4. "Black Flame" (6:27) a song that is so universally loved that I am totally mystified to find myself an outlayer. I've never felt a connection or attraction to this song, even with an appreciation for the wonderful sensitive interplay between the instruments during the prolonged intro (nearly two minutes). Annie's voice is so clear and penetratingly confident, but then the MacArthur Park-like tympani & harpsichord bombast pushes me away. And those lyrics! WTF!? Great keys (and church organ!) in the fifth minute, but then back to the opening motifs for the finish. (8.75/10)

5. "Cold Is Being" (3:05) church organ opens this one--over which Annie sings (as if she's in a church pulpit!--singing a funeral dirge.) Interesting song that might have been better off being left in church. (8.25/10)

6. "Mother Russia" (9:21) One of the first English "pop" songs that seemed to capture the true sounds and essence of my perception of the Russian spirit. (At the time, I had been heavily into 19th Century Russian novelists like Tolstoy, Gogol, Lermentov, Turgenev, and, especially, Feodor Dostoevsky.) Another favorite that I consider one of the finest examples of the power and potential of the prog epic. (20/20)

A/five stars; a masterpiece of progressive rock music and another excellent Renaissance album in which the band continues to gel and mature.

Review by octopus-4
SPECIAL COLLABORATOR RIO/Avant/Zeuhl,Neo & Post/Math Teams
5 stars Turn of The Cards is one of my favourite albums ever so I hope I'm able to write an objective review without being influenced by my personal feelings. After the dramatic chanes in the lineup the band is now "complete", in the sense that this is, I think, the best lineup showed by Renaissance. Dunford writes all the musics, borrowing sometimes little pieces of classical music not covered by copyright. On the previous album he borrowed a piece of Jean Michel Jarre thinking that it was a Russian traditional, but it's another story. All the lyrics are written by the poetress Betty Thatcher (no relations with Maggie).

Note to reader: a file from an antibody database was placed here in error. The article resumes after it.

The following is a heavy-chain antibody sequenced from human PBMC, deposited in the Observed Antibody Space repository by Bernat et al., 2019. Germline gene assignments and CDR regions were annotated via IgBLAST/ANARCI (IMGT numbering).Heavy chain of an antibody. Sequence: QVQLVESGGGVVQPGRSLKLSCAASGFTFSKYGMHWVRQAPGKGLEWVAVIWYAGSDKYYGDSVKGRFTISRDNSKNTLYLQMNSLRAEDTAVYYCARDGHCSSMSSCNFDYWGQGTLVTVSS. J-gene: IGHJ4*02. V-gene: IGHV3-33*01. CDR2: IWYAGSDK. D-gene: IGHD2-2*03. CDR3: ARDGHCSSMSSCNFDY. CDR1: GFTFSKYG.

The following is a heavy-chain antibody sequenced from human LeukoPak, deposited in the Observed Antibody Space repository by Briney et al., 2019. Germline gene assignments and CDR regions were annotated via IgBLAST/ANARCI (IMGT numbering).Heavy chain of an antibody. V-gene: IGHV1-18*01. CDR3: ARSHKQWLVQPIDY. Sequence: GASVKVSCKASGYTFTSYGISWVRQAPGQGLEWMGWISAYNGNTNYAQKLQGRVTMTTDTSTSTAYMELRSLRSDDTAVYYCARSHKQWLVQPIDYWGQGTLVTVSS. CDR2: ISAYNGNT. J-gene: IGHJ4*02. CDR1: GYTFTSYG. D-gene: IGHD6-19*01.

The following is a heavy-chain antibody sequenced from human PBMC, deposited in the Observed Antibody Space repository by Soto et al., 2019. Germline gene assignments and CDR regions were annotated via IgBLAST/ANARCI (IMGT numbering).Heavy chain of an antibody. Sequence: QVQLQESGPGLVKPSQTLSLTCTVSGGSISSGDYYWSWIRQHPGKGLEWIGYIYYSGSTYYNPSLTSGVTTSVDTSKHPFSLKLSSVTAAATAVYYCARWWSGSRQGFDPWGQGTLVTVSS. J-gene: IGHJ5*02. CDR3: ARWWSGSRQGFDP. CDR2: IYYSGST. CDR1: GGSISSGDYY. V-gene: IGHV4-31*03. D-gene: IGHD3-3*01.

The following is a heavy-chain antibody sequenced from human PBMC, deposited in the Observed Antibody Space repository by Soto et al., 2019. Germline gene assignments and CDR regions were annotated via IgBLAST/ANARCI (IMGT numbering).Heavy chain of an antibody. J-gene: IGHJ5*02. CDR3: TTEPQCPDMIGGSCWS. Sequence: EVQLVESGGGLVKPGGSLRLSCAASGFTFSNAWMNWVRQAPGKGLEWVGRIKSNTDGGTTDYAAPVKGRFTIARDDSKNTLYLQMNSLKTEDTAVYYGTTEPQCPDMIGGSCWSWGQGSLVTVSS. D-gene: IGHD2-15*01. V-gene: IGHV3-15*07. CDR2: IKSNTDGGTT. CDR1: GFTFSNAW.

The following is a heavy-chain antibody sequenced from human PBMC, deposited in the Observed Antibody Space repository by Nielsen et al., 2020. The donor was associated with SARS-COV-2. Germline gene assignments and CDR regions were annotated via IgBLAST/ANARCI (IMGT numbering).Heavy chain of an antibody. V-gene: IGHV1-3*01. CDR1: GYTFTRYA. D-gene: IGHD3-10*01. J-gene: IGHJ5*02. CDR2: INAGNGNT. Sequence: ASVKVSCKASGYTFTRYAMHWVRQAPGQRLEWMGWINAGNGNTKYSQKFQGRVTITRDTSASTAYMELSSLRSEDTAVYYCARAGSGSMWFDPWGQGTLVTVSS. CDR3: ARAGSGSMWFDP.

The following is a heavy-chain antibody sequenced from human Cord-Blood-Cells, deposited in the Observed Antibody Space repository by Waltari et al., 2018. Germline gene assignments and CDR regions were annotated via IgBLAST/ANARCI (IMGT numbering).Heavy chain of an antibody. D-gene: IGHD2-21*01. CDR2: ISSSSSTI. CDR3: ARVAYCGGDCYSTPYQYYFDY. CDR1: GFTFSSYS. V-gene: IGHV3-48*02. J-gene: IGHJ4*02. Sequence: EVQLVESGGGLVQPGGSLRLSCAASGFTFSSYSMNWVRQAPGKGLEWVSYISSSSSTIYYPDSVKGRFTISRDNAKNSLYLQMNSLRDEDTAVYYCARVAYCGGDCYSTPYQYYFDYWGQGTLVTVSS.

The album opener is great. "Running Hard" has a 2 minutes piano intro. Those two minutes are enough to understand that something great is coming. The song has many changes in rhythm and melody and is highly symphonic. Renaissance have often been compared to YES. I think the reason is in the bass as Jon Camp plays quite similar to Squire, but there's not the self-indulgence typical of YES. The Renaissance starting from the third album are closer to classical music, specially 19th century's russians. The only excursion of YES in this realm is the Stravinskij Firebird's suite played by Wakeman on YESSHOWS.

"I Think Of You" belongs to the "Carpet Of The Sun" kind. Slow, sweet three minutes songs based on piano and Annie Haslam's voice.

"Things I Don't Understand" Is another "short symphony". I think we could use this song to define "Symphonic Prog". There are a lot of things in less than ten minutes. Changes in pitch, tempo, instruments coming and going, and everything flowing like a river. There are no sudden transitions. A remark for the vocal performance of Annie from the middle of the song to the coda. It's a pity that this song hasn't been included in the "Live at Carnegie Hall".